The three-letter word
The domain names are used for global identification of resources and navigation. Since they have to be typed only once, three extra characters don't make a significant difference. For machine-generated content, there is zero difference: after the site is bookmarked, it doesn't matter how long its URL is. There will be no perceivable loss in productivity if the address is slightly lengthened. (This is especially true in the context of .xxx domain.)
There is no point in abolishing .com today, but there is also absolutely no good technical reason to add new generic top level domains. Introducing .xxx will not make filtering adult content any easier, since adult sites will continue to operate under .com, with new ones springing up daily. What it will do is create a windfall of profits for registrars as another land grab starts—and not surprisingly it's the registrars who lobby ICANN.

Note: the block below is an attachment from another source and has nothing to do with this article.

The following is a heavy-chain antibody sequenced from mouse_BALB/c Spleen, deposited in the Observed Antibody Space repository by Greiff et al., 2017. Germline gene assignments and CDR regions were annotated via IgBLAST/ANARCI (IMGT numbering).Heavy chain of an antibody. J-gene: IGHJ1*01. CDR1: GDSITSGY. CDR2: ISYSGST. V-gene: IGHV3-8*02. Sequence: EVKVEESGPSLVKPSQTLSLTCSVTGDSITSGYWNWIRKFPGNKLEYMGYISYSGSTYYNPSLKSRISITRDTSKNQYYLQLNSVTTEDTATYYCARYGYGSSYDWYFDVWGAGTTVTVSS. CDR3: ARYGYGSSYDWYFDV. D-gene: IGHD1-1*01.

Real progress on restricting children's access to adult content can be made if robust age verification becomes part of the protocol, which requires solving the Identity paradox. As for battles over the root zone, they can be resolved by simply freezing it in the current state, removing unnecessary central control and thereby starting to address the Responsibility paradox.